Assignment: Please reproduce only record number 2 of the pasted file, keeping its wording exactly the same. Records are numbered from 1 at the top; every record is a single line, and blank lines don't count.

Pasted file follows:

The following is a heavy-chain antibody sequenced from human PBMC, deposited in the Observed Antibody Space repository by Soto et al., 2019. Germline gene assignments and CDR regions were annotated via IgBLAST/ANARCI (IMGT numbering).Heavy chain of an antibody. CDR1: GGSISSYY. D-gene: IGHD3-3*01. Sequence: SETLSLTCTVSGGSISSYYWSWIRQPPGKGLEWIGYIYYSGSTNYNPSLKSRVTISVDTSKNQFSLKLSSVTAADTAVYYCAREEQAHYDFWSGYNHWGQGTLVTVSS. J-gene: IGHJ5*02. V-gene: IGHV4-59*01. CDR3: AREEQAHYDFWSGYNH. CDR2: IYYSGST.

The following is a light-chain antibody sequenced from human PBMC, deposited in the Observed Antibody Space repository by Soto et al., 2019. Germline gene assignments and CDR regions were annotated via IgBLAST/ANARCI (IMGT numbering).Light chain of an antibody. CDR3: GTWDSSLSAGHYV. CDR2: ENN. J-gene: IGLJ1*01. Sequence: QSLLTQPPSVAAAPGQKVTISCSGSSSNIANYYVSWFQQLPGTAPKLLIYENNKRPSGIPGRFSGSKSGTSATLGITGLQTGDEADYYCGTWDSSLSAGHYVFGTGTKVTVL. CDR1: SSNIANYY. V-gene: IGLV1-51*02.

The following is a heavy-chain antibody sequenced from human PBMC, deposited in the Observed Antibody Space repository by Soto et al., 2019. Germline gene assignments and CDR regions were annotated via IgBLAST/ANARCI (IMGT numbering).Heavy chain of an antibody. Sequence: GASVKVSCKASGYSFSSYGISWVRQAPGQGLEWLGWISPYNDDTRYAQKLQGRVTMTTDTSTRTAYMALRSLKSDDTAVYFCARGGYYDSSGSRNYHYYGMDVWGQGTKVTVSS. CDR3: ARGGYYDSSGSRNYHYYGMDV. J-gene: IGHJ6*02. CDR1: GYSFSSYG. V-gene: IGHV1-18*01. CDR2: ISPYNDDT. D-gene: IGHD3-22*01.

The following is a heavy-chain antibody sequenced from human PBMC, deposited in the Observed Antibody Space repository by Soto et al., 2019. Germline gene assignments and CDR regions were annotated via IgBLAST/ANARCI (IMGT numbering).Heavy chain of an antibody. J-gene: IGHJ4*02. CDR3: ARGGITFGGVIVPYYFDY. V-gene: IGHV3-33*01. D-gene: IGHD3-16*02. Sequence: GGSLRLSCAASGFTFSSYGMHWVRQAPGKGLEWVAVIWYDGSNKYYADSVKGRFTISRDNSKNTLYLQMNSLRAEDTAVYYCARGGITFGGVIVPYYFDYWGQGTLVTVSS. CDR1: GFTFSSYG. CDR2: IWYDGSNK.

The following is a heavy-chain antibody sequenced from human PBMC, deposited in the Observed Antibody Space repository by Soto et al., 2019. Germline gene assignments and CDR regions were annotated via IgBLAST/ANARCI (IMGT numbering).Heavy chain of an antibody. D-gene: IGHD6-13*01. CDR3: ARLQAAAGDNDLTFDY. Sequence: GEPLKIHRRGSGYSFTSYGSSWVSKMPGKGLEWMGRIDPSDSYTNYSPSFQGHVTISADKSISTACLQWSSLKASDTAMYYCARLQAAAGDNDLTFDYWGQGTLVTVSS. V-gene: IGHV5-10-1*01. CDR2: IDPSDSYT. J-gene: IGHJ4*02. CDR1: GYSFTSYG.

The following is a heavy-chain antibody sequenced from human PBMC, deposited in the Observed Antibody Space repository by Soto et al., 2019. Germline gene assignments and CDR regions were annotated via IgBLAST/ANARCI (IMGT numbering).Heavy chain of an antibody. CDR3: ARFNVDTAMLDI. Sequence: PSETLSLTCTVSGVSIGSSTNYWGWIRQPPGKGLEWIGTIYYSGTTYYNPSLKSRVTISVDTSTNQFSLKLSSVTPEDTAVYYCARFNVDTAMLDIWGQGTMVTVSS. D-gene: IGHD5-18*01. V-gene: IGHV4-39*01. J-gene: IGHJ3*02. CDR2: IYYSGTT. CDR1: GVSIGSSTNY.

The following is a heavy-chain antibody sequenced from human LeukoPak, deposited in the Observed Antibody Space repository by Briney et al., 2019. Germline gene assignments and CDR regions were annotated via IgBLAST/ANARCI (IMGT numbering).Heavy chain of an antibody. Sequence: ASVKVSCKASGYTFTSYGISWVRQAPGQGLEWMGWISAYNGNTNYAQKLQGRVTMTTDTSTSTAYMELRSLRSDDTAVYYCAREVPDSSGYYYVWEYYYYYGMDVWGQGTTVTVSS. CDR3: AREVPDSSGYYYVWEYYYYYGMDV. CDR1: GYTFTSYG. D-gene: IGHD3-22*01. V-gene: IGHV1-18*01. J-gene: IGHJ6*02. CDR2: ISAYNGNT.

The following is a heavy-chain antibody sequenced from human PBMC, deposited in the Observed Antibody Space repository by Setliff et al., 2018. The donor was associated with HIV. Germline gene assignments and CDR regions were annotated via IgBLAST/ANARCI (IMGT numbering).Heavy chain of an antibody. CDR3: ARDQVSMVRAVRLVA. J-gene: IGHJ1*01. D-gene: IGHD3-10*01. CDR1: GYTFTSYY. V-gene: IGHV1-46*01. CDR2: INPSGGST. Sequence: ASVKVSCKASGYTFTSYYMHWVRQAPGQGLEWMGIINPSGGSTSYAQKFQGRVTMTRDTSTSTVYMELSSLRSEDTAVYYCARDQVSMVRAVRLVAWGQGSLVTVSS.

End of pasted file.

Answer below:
The following is a light-chain antibody sequenced from human PBMC, deposited in the Observed Antibody Space repository by Soto et al., 2019. Germline gene assignments and CDR regions were annotated via IgBLAST/ANARCI (IMGT numbering).Light chain of an antibody. CDR3: GTWDSSLSAGHYV. CDR2: ENN. J-gene: IGLJ1*01. Sequence: QSLLTQPPSVAAAPGQKVTISCSGSSSNIANYYVSWFQQLPGTAPKLLIYENNKRPSGIPGRFSGSKSGTSATLGITGLQTGDEADYYCGTWDSSLSAGHYVFGTGTKVTVL. CDR1: SSNIANYY. V-gene: IGLV1-51*02.